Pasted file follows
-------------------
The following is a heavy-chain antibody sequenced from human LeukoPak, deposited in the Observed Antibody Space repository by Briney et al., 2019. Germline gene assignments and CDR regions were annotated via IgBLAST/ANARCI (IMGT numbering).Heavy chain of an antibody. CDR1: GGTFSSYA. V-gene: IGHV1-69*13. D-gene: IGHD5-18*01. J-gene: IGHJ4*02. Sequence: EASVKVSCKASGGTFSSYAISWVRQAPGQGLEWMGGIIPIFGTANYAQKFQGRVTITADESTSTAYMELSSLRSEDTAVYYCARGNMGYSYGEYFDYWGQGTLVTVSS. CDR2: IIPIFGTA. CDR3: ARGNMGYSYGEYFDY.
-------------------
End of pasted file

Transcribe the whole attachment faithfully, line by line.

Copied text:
The following is a heavy-chain antibody sequenced from human LeukoPak, deposited in the Observed Antibody Space repository by Briney et al., 2019. Germline gene assignments and CDR regions were annotated via IgBLAST/ANARCI (IMGT numbering).Heavy chain of an antibody. CDR1: GGTFSSYA. V-gene: IGHV1-69*13. D-gene: IGHD5-18*01. J-gene: IGHJ4*02. Sequence: EASVKVSCKASGGTFSSYAISWVRQAPGQGLEWMGGIIPIFGTANYAQKFQGRVTITADESTSTAYMELSSLRSEDTAVYYCARGNMGYSYGEYFDYWGQGTLVTVSS. CDR2: IIPIFGTA. CDR3: ARGNMGYSYGEYFDY.